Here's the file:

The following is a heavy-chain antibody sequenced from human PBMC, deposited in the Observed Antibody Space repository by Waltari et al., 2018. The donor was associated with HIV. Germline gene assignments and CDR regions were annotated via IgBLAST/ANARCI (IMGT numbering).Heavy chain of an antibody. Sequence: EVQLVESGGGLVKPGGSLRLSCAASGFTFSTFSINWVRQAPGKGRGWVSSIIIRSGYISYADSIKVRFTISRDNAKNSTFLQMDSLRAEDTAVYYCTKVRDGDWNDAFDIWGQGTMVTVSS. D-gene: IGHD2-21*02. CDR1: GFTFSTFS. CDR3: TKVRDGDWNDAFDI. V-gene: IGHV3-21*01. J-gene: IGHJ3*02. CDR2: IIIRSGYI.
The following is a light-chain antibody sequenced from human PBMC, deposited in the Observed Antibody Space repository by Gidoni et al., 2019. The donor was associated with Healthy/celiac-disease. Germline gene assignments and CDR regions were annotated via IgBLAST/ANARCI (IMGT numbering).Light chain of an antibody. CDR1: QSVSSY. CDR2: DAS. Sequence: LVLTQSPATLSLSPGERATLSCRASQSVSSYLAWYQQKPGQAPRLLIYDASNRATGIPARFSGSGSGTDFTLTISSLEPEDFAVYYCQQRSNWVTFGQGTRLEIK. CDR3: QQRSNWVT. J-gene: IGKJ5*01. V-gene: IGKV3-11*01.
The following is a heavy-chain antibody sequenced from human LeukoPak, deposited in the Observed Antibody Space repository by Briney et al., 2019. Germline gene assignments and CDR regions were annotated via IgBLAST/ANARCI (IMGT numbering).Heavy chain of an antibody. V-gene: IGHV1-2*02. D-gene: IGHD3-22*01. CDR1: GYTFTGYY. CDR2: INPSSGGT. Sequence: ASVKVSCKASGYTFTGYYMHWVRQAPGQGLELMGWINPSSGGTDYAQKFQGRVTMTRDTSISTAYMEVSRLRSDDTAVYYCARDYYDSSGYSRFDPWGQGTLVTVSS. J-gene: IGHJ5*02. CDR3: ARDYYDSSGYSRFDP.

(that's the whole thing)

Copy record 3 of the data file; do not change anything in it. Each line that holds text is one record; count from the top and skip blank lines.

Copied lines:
The following is a heavy-chain antibody sequenced from human LeukoPak, deposited in the Observed Antibody Space repository by Briney et al., 2019. Germline gene assignments and CDR regions were annotated via IgBLAST/ANARCI (IMGT numbering).Heavy chain of an antibody. V-gene: IGHV1-2*02. D-gene: IGHD3-22*01. CDR1: GYTFTGYY. CDR2: INPSSGGT. Sequence: ASVKVSCKASGYTFTGYYMHWVRQAPGQGLELMGWINPSSGGTDYAQKFQGRVTMTRDTSISTAYMEVSRLRSDDTAVYYCARDYYDSSGYSRFDPWGQGTLVTVSS. J-gene: IGHJ5*02. CDR3: ARDYYDSSGYSRFDP.